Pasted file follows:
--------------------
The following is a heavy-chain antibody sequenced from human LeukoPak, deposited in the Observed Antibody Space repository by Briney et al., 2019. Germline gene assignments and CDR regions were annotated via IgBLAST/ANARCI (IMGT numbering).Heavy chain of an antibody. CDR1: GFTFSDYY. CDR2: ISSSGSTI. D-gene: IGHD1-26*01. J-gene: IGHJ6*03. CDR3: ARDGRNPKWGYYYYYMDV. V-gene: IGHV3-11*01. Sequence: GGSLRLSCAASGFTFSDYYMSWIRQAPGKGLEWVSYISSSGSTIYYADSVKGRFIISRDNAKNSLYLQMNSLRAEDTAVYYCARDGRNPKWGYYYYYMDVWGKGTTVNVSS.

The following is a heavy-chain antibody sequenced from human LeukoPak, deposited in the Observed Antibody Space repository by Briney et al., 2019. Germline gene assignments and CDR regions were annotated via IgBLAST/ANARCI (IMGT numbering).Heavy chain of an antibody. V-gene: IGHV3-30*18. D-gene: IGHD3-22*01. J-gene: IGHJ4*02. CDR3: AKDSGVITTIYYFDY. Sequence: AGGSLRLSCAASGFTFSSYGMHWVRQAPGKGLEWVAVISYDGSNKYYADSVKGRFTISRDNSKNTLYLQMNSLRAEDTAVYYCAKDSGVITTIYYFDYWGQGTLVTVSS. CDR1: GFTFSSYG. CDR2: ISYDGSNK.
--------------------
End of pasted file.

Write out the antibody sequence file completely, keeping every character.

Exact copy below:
The following is a heavy-chain antibody sequenced from human LeukoPak, deposited in the Observed Antibody Space repository by Briney et al., 2019. Germline gene assignments and CDR regions were annotated via IgBLAST/ANARCI (IMGT numbering).Heavy chain of an antibody. CDR1: GFTFSDYY. CDR2: ISSSGSTI. D-gene: IGHD1-26*01. J-gene: IGHJ6*03. CDR3: ARDGRNPKWGYYYYYMDV. V-gene: IGHV3-11*01. Sequence: GGSLRLSCAASGFTFSDYYMSWIRQAPGKGLEWVSYISSSGSTIYYADSVKGRFIISRDNAKNSLYLQMNSLRAEDTAVYYCARDGRNPKWGYYYYYMDVWGKGTTVNVSS.

The following is a heavy-chain antibody sequenced from human LeukoPak, deposited in the Observed Antibody Space repository by Briney et al., 2019. Germline gene assignments and CDR regions were annotated via IgBLAST/ANARCI (IMGT numbering).Heavy chain of an antibody. V-gene: IGHV3-30*18. D-gene: IGHD3-22*01. J-gene: IGHJ4*02. CDR3: AKDSGVITTIYYFDY. Sequence: AGGSLRLSCAASGFTFSSYGMHWVRQAPGKGLEWVAVISYDGSNKYYADSVKGRFTISRDNSKNTLYLQMNSLRAEDTAVYYCAKDSGVITTIYYFDYWGQGTLVTVSS. CDR1: GFTFSSYG. CDR2: ISYDGSNK.